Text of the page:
Development and intercomparison of condensed isoprene oxidation mechanisms for global atmospheric modeling. Poschl, U.; von Kuhlmann, R.; Poisson, N.; and Crutzen, P., J. Journal of Atmospheric Chemistry, 37(1):29-52, 2000.
abstract   bibtex   
A new condensed isoprene oxidation mechanism for global atmospheric modeling (MIM) was derived from a highly detailed master chemical mechanism (MCM). In a box model intercomparison covering a wide range of boundary layer conditions the MIM was compared with the MCM and with five other condensed mechanisms, some of which have already been used in global modeling studies of nonmethane hydrocarbon chemistry. The results of MCM and MIM were generally in good agreement, but the other tested mechanisms exhibited substantial differences relative to the MCM as well as relative to each other. Different formation yields, reactivities and degradation pathways of organic nitrates formed in the course of isoprene oxidation were identified as a major reason for the deviations. The relevance of the box model results for chemistry transport models is discussed, and the need for a validated reference mechanism and for an improved representation of isoprene chemistry in global models is pointed out.
@article{
 title = {Development and intercomparison of condensed isoprene oxidation mechanisms for global atmospheric modeling},
 type = {article},
 year = {2000},
 keywords = {Chemical-transport model,chemistry,condensed chemical mechanism,export,global atmospheric modeling,isoprene oxidation,mozart,ozone,site},
 pages = {29-52},
 volume = {37},
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 last_modified = {2015-05-08T12:58:41.000Z},
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 notes = {<m:note>Article</m:note>},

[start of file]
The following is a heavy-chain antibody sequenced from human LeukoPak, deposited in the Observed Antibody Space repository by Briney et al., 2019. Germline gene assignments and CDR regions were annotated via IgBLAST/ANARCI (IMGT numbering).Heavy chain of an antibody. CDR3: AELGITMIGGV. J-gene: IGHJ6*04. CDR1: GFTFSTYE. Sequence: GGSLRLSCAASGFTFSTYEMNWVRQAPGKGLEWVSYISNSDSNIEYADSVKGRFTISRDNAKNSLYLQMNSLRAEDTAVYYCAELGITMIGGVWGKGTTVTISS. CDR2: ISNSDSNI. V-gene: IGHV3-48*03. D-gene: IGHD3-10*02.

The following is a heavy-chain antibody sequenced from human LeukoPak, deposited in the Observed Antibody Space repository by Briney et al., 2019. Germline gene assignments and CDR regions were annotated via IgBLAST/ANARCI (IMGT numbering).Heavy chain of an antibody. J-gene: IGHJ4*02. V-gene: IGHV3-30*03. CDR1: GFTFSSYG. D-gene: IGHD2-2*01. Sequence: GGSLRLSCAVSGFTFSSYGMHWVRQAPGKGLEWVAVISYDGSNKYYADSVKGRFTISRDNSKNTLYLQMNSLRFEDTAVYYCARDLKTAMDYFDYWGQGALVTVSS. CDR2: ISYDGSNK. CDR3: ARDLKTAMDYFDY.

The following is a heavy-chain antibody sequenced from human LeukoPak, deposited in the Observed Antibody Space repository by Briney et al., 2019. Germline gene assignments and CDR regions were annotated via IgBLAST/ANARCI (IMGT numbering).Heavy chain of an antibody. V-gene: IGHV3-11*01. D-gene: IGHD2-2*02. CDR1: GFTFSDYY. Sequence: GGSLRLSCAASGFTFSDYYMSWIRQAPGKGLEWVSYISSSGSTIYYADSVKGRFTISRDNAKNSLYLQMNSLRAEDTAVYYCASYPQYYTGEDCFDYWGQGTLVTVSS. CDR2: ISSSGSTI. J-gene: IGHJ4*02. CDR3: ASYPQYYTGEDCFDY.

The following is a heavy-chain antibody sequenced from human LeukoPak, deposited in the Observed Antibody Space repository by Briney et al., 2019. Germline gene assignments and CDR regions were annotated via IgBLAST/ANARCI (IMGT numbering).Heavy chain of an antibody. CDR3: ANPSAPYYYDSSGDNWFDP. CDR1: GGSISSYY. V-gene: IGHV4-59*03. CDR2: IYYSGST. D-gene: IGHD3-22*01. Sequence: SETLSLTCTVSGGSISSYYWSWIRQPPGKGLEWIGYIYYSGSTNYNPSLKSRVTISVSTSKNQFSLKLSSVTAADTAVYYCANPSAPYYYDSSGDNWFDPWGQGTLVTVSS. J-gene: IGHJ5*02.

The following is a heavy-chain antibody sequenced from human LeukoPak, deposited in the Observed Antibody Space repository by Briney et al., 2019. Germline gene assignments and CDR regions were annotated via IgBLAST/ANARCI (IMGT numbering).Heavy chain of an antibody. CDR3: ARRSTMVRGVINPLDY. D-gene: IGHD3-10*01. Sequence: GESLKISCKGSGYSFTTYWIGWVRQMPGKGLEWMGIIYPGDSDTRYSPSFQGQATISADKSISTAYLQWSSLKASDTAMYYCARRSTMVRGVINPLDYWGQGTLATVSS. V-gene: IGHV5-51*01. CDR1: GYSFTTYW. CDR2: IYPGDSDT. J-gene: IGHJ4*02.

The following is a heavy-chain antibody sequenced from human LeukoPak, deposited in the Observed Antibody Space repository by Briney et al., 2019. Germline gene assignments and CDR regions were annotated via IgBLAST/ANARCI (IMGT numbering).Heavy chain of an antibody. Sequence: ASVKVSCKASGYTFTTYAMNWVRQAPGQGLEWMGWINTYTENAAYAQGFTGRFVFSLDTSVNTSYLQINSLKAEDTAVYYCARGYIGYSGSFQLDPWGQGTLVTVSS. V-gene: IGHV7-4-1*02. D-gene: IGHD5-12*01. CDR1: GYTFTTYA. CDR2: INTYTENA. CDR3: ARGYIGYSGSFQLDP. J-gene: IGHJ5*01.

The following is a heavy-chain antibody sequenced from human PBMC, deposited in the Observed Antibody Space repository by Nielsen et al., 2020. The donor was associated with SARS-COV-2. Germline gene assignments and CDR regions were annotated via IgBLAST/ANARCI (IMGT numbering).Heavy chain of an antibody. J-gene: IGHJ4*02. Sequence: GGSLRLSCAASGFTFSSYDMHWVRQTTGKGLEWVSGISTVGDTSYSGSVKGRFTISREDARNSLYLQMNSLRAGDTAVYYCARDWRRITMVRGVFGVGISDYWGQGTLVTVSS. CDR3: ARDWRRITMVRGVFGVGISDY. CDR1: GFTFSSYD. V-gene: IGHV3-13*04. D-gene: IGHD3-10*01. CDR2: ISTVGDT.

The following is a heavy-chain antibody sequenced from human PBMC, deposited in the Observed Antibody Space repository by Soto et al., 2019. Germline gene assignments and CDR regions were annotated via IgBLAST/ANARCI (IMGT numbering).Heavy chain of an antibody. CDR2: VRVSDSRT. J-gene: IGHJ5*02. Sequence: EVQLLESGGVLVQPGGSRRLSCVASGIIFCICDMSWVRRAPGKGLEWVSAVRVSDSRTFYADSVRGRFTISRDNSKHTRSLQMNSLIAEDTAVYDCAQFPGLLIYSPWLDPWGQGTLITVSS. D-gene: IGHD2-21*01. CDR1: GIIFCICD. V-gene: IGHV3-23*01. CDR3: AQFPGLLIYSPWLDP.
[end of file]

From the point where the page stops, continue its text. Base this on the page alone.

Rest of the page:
abstract = {A new condensed isoprene oxidation mechanism for global atmospheric modeling (MIM) was derived from a highly detailed master chemical mechanism (MCM). In a box model intercomparison covering a wide range of boundary layer conditions the MIM was compared with the MCM and with five other condensed mechanisms, some of which have already been used in global modeling studies of nonmethane hydrocarbon chemistry. The results of MCM and MIM were generally in good agreement, but the other tested mechanisms exhibited substantial differences relative to the MCM as well as relative to each other. Different formation yields, reactivities and degradation pathways of organic nitrates formed in the course of isoprene oxidation were identified as a major reason for the deviations. The relevance of the box model results for chemistry transport models is discussed, and the need for a validated reference mechanism and for an improved representation of isoprene chemistry in global models is pointed out.},
 bibtype = {article},
 author = {Poschl, U and von Kuhlmann, R and Poisson, N and Crutzen, P J},
 journal = {Journal of Atmospheric Chemistry},
 number = {1}
}
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